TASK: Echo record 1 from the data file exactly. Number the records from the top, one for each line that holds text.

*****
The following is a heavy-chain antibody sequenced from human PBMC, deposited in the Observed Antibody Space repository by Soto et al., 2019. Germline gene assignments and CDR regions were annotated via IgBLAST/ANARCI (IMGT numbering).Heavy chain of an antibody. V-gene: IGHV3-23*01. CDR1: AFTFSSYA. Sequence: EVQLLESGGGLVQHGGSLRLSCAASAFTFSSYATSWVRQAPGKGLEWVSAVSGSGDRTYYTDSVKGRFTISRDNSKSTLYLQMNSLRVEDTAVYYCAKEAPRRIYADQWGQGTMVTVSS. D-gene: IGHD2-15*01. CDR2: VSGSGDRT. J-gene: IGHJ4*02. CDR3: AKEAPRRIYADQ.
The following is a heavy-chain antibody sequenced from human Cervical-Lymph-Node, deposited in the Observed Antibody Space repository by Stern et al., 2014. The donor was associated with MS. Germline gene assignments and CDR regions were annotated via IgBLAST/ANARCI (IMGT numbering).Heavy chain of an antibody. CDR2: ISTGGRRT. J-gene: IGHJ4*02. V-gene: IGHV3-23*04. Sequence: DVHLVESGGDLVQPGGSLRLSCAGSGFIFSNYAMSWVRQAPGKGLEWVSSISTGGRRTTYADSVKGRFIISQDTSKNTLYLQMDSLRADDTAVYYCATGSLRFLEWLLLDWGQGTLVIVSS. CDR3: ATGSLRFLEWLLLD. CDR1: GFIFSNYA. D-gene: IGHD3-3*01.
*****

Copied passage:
The following is a heavy-chain antibody sequenced from human PBMC, deposited in the Observed Antibody Space repository by Soto et al., 2019. Germline gene assignments and CDR regions were annotated via IgBLAST/ANARCI (IMGT numbering).Heavy chain of an antibody. V-gene: IGHV3-23*01. CDR1: AFTFSSYA. Sequence: EVQLLESGGGLVQHGGSLRLSCAASAFTFSSYATSWVRQAPGKGLEWVSAVSGSGDRTYYTDSVKGRFTISRDNSKSTLYLQMNSLRVEDTAVYYCAKEAPRRIYADQWGQGTMVTVSS. D-gene: IGHD2-15*01. CDR2: VSGSGDRT. J-gene: IGHJ4*02. CDR3: AKEAPRRIYADQ.